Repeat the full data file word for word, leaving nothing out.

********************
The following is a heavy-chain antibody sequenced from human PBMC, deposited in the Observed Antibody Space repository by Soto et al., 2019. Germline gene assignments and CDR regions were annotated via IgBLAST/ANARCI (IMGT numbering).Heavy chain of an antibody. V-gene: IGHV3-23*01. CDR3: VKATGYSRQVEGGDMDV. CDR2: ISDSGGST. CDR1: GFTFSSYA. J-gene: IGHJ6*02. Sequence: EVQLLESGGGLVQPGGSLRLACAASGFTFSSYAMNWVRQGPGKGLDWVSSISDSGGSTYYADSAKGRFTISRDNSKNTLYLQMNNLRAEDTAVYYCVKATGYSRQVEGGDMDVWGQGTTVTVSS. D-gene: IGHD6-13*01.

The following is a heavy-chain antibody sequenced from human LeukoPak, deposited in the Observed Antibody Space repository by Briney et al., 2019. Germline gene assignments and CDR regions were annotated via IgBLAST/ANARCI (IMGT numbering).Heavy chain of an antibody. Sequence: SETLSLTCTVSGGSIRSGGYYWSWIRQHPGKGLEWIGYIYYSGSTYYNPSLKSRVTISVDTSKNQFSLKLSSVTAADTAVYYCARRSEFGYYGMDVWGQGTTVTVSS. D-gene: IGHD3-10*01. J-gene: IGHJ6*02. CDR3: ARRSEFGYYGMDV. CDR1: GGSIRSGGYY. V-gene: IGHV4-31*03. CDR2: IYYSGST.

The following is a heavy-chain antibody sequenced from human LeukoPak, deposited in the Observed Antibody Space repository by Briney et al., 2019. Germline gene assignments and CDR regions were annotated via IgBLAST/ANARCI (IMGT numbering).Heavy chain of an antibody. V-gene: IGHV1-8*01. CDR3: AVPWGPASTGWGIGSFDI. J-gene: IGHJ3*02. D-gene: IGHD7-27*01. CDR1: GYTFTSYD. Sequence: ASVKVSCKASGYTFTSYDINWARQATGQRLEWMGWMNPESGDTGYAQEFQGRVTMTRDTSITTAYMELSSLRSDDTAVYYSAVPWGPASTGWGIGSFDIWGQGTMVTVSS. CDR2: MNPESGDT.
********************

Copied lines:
The following is a heavy-chain antibody sequenced from human PBMC, deposited in the Observed Antibody Space repository by Soto et al., 2019. Germline gene assignments and CDR regions were annotated via IgBLAST/ANARCI (IMGT numbering).Heavy chain of an antibody. V-gene: IGHV3-23*01. CDR3: VKATGYSRQVEGGDMDV. CDR2: ISDSGGST. CDR1: GFTFSSYA. J-gene: IGHJ6*02. Sequence: EVQLLESGGGLVQPGGSLRLACAASGFTFSSYAMNWVRQGPGKGLDWVSSISDSGGSTYYADSAKGRFTISRDNSKNTLYLQMNNLRAEDTAVYYCVKATGYSRQVEGGDMDVWGQGTTVTVSS. D-gene: IGHD6-13*01.

The following is a heavy-chain antibody sequenced from human LeukoPak, deposited in the Observed Antibody Space repository by Briney et al., 2019. Germline gene assignments and CDR regions were annotated via IgBLAST/ANARCI (IMGT numbering).Heavy chain of an antibody. Sequence: SETLSLTCTVSGGSIRSGGYYWSWIRQHPGKGLEWIGYIYYSGSTYYNPSLKSRVTISVDTSKNQFSLKLSSVTAADTAVYYCARRSEFGYYGMDVWGQGTTVTVSS. D-gene: IGHD3-10*01. J-gene: IGHJ6*02. CDR3: ARRSEFGYYGMDV. CDR1: GGSIRSGGYY. V-gene: IGHV4-31*03. CDR2: IYYSGST.

The following is a heavy-chain antibody sequenced from human LeukoPak, deposited in the Observed Antibody Space repository by Briney et al., 2019. Germline gene assignments and CDR regions were annotated via IgBLAST/ANARCI (IMGT numbering).Heavy chain of an antibody. V-gene: IGHV1-8*01. CDR3: AVPWGPASTGWGIGSFDI. J-gene: IGHJ3*02. D-gene: IGHD7-27*01. CDR1: GYTFTSYD. Sequence: ASVKVSCKASGYTFTSYDINWARQATGQRLEWMGWMNPESGDTGYAQEFQGRVTMTRDTSITTAYMELSSLRSDDTAVYYSAVPWGPASTGWGIGSFDIWGQGTMVTVSS. CDR2: MNPESGDT.